What would Batman and Iron Man pay in taxes?

Contributed by
Apr 17, 2018

The deadline to file taxes has arrived. With the new laws and the IRS's ever-confusing forms, imagine just how complicated this would be for Batman and Iron Man's lawyers and CPAs to figure out how to account for billionaire playboys with huge businesses and vigilante tendencies.

So, while you're scuttling to get your federal and state forms in on time, we're wondering what it'd be like for a superhero. For the purposes of this article, we're going to use Forbes' estimated net worth and holdings of Bruce Wayne ($9.2 billion) and Tony Stark ($12.4 billion) within the Dark Knight trilogy and MCU films, respectively, and delve into the ways both heroes could get jobbed or write off their superhero and philanthropic efforts.

Naturally, there are many complicating factors here. With Bruce Wayne, we're not totally sure what state Gotham City is in. Usually, it's assumed that it's a stand-in for New York, but Lawrence D. Mandelker, a trusts and estates attorney with Seyfarth Shaw LLP (and comic book fan) believes it's in New Jersey. Stark, of course, is based in California, and both have inherited considerable wealth, which Mandelker says can affect what they've owed to the states and feds. Luckily for both masked men, they've surely paid off their debts in that area.

Now that we've paid up, we decided to look over what Bruce and Tony — who both assuredly have better accountants — are handing in, writing off, covering up, and so on for Tax Day. (We left out T'Challa, because the Wakandan tax codes are still a mystery, but hopefully they'll become clearer in the subsequent Black Panther movies.)

Income Tax

Because both men are single, their personal income in the highest of seven brackets will be taxed at 37%. For speculation's sake, we'll look at Wayne's 50% holding of his father's business, before the former was voted out of his company and faked his own death in The Dark Knight Rises. According to estimates, revenue for Wayne Enterprises would be around $31.8 billion today, so that's $19.8 billion, with a $730-500 billion federal and $1.7 billion state hit before Bruce writes his charitable efforts off.

Meanwhile, Stark Industries had a revenue of about $20.3 billion a year, so if Tony takes a similar cut that'd be $10.5 billion, leading him to somewhere between $375-400 billion federally, and $1.3 billion to the state. At that rate, Robert Downey Jr. would only need to make a few more movies at his $200 million take-home for playing Iron Man to pay off Stark's year.

Deductions

Stark has the edge here, considering he's publicly known as Iron Man and he can write off some of his company's technology as a "casualty loss." The law is vague, but we're betting Tony could argue that the damage to his suits and maybe all the money he lost on Ultron might fly, though the damage he's caused to infrastructure might hurt his case. He's also done his share of charity, giving lectures and helping some kids like a young Peter Parker with gadgets, and contributed a bunch of R&D for the greater good in connection with the UN and S.H.I.E.L.D. You have to expect that those defense contracts are pretty huge compared to reality, what with the threat of extraterrestrial invasions and the total destruction of Earth.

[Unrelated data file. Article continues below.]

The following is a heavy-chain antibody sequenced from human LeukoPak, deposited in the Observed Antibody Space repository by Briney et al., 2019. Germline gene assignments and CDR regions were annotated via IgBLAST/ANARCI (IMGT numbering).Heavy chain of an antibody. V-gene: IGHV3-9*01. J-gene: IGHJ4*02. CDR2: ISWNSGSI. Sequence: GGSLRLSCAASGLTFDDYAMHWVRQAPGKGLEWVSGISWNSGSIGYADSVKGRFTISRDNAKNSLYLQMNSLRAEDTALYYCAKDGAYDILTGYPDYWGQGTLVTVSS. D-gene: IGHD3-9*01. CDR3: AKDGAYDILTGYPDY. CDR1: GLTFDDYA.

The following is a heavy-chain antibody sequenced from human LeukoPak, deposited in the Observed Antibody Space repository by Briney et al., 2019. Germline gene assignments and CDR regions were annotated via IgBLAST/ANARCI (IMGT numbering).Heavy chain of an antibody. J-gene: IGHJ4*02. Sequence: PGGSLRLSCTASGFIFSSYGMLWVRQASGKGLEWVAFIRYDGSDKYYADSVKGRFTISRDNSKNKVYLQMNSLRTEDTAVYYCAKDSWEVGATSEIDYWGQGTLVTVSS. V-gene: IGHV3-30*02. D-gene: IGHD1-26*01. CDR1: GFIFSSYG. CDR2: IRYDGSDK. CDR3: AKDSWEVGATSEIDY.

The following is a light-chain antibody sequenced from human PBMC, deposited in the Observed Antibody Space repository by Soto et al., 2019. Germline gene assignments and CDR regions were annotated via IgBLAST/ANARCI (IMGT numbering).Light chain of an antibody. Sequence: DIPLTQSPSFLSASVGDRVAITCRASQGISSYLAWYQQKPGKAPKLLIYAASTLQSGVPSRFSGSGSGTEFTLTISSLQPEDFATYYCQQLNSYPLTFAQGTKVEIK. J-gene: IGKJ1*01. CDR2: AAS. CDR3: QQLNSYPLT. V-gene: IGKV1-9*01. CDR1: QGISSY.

Wayne will have a bit harder of a time claiming any of his suits, vehicles, gadgets, cave, etc. because he's not a public-facing superhero. But he does have the Wayne Foundation to help the arts and orphans, which allows him some leeway to write off donations, his penthouse where he holds his galas, and likely hide a few expenditures with the help of Lucius Fox.

Both can write off home offices, as well, calculated by using the square footage and necessary expenses - electricity, cable, internet, phones, etc. - as a portion of property taxes, or any rental properties.

Stark will have this one a lot easier, considering how much of his massive Malibu estate can technically be an "office." And if he doesn't know it off the top of his head, Jarvis could certainly tell him how much he pays in monthly bills and what portion of his heavily guarded home is considered a workspace.

Wayne Manor must have a place for Bruce to be alone to keep up with his affairs, though obviously he can't reveal the existence of the Batcave, so that huge space isn't going to be a write-off, but he could probably cheat and make up a reason for his electric bill being necessary enormous.

Considering both men are public figures, albeit in different ways, they could also deduct any subscriptions to newspapers, magazines and other services that might be relevant to their careers. It would be a grain of sand in a monetary desert for them, but hey, a buck's a buck.

Corporate Taxes

Federal corporate taxes dropped from 35% to 21%, and considering, as John Oliver pointed out, corporations like GE didn't pay any federal taxes thanks to loopholes, we figure Wayne Enterprises and Stark Industries are doing just fine. Considering the end of Nolan's trilogy, we can only figure that Alfred and Lucius inherited a solid chunk of change, which they'll have to deal with on their own, while Bruce spends the rest of his life in anonymity (until someone really rich offers Bale and Nolan to come back for a new movie to retcon the Affleck years).

Stark is likely reveling in the new tax cuts, though he probably won't get away with as much offshore dealings as the average billionaire would, being such a public figure who's pissed off the government so many times. But then again, he's helped save the world from destruction a few times, so they'd probably cut him a break.

Bottom Line

Look, these guys are pretty busy and obviously have enough money, enough help, and enough their superhero plates to not care too much about accounting. They've done a bunch for the greater good, but if we're paying taxes, shouldn't they?